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Iron Man and Beyond: The Marvel Revolution

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Marvel changed the notion that a superhero has got to be perfect, and that was what made them unique and relatable.

Iron Man and Beyond: The Marvel Revolution
It was 2008 when the world first witnessed the start of a cinematic universe. 13 years, 25 movies, and four shows later, the Marvel Cinematic Universe has changed the face of the entire industry.
The journey, however, didn't start in 2008. 1939 is when it all began with the creation of Timely Comics and its first offering, Marvel Comics no. 1, which introduced us to Human Torch and Sub-Mariner.
Avengers: Infinity War was the first time fans across the globe saw their favourite superheroes turn to dust. However, for Marvel, this wasn't the first time they faced such a threat.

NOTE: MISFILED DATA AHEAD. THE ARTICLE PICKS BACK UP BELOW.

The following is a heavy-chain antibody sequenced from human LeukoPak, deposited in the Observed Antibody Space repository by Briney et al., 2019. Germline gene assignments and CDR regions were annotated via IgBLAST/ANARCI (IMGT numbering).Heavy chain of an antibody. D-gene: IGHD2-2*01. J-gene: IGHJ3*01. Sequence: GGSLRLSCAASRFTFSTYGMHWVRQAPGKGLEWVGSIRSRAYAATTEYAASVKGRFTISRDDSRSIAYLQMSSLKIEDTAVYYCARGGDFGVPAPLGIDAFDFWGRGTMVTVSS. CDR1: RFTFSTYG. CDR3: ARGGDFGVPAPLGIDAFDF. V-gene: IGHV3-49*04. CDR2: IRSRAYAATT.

Tighten your seat belts. The rollercoaster is about to begin.
The Flight that didn't take off.
It all started with Detective Comics, popularly known as the DC, who launched a comic book featuring...well, Superman! Timely Comics was Martin Goodman's attempt to jump on the comic books bandwagon.
Human Torch, Sub-Mariner, Captain America, and Captain Marvel were some of the first superheroes introduced. They tasted some success here and there but didn't take off. Fast Forward to the 1950s, the comic books bandwagon came to a screeching halt.
Timely Comics turned into Atlas Magazines and focussed on different genres such as like Sci-fi and comedy.
Enters Stan Lee!
The 1960s marked the turnaround for the company. Atlas Magazines turned into Marvel Comics, and at the helm of it all was the person who changed the way people viewed and perceived superheroes, Stan Lee.
Stan, along with Jack Kirby and Steve Ditko, led the way forward. Lee, however, was the face of Marvel. Spiderman, X-men, Fantastic Four, and Iron Man were just some of the iconic characters created during that time.